No Bail for Couple Accused of Spying for Cuba

This sketch depicts Walter Kendall Myers and his wife, Gwendolyn, during their detention hearing in U.S. District Court in Washington.
This sketch depicts Walter Kendall Myers and his wife, Gwendolyn, during their detention hearing in U.S. District Court in Washington. (Sketch By William J. Hennessy Jr.)
By Mary Beth Sheridan
Washington Post Staff Writer
Thursday, June 11, 2009

A magistrate judge denied bail yesterday to a retired State Department analyst and his wife who are accused of spying for Cuba, saying that there is a "very strong" case against them and that the couple would be tempted to flee.

The judge also noted that Walter Kendall Myers, 72, and his wife, Gwendolyn, 71, had marked on their calendar a yacht trip to the Caribbean in November with no return date, indicating a possible escape plan.

"To put it bluntly, the government's case seems at this point insuperable," wrote U.S. Magistrate Judge John M. Facciola, in an opinion issued after a hearing in U.S. District Court.

Myers and his wife were arrested last week and pleaded not guilty to charges of conspiracy, being agents of a foreign government and wire fraud. They are charged with spying for 30 years in a case filled with Cold War-style intrigue -- with the couple allegedly passing messages to Cuban agents via shortwave radio and by swapping shopping carts with Cuban agents in D.C. supermarkets.

Myers, a tall, bespectacled man with receding white hair, watched impassively as a federal prosecutor argued that he would be a "real and present danger to the United States" if he fled to Cuba. His wife, a petite former bank employee with long, blond-streaked hair, sat at his side. They were both dressed in baggy blue prison tops and pants.

Myers, known as Kendall, is a member of one of Washington's most prominent families and a descendant of Alexander Graham Bell. He holds a PhD in European history from the Johns Hopkins School of Advanced International Studies, where he taught for more than 30 years.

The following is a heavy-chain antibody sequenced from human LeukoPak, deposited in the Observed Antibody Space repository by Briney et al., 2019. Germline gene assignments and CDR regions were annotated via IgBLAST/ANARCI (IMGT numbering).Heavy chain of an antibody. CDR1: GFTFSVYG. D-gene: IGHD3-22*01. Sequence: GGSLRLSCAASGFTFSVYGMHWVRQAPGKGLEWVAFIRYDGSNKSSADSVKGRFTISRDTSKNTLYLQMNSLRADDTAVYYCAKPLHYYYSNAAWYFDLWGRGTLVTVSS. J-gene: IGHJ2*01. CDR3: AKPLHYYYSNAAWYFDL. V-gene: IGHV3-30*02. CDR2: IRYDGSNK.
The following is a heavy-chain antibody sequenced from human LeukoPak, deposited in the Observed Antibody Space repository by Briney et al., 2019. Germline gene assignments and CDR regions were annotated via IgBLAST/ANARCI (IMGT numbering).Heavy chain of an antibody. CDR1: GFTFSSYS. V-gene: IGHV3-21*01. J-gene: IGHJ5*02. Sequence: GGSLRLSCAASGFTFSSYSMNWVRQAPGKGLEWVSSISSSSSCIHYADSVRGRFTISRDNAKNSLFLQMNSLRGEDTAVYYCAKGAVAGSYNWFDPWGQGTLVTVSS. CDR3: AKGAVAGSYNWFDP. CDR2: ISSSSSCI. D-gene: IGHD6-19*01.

The Myerses' attorney, Tom Green, said he was prepared "to acknowledge the strength of the case," although he said the details were "somewhat embellished" by prosecutors. He noted that the Myerses had not been charged with the more serious crime of espionage, and he argued unsuccessfully for the couple to be subject to house arrest, so they could visit with their four children.

The case has stunned Kendall Myers's former colleagues in the State Department's Bureau of Intelligence and Research. Myers worked as a European specialist in the bureau from 1999 until his retirement in 2007 and held a top-secret clearance.

"The bureau people are very angry about it. Really angry. But also bewildered," said Wayne White, who worked on Middle Eastern issues in the bureau for a quarter-century before retiring in 2005. "This seemingly intelligent and urbane person was convinced that Castro's Cuba was this terrific place?"

There has been no allegation that the Myerses received money for their activities. Instead, Kendall Myers apparently became enthralled by Cuba on a trip there in 1978. The couple allegedly had stopped sending information to the communist-ruled island in recent years, out of fear of being discovered.

But when contacted this spring by an undercover FBI agent posing as a Cuban intelligence officer, the Myerses spoke openly about their activities, in three sessions that prosecutors said yesterday were surreptitiously recorded on videotape.

"We really have missed you," Kendall Myers told the agent at one meeting, according to prosecution documents. "And you, speaking collectively, have been a really important part of our lives, and we have felt incomplete. I mean, we really love your country."

Prosecutors said yesterday that, in the last 15 months he was employed at State, Myers had secreted on his computer more than 200 classified intelligence documents related to Cuba.

The State Department and intelligence community are assessing any damage. Although Myers was not thought to have had the names of U.S. agents in Cuba, he did have access to databases with information from the CIA, the National Security Agency, the military and U.S. embassies, former colleagues said.

According to federal sentencing guidelines, the couple could spend 14 to 17 years in prison if convicted.

Facciola, the magistrate judge, noted that the evidence presented by prosecutors included shortwave messages to Cuban agents that mentioned the Myerses' code names, as well as the discovery in their home of a shortwave radio similar to those used by convicted Cuban spies.

Prosecutors said the couple had nautical charts for Cuba and had talked about taking off in their yacht to settle down in the land they called "home." The couple could face more charges as the investigation unfolds, prosecutors said.

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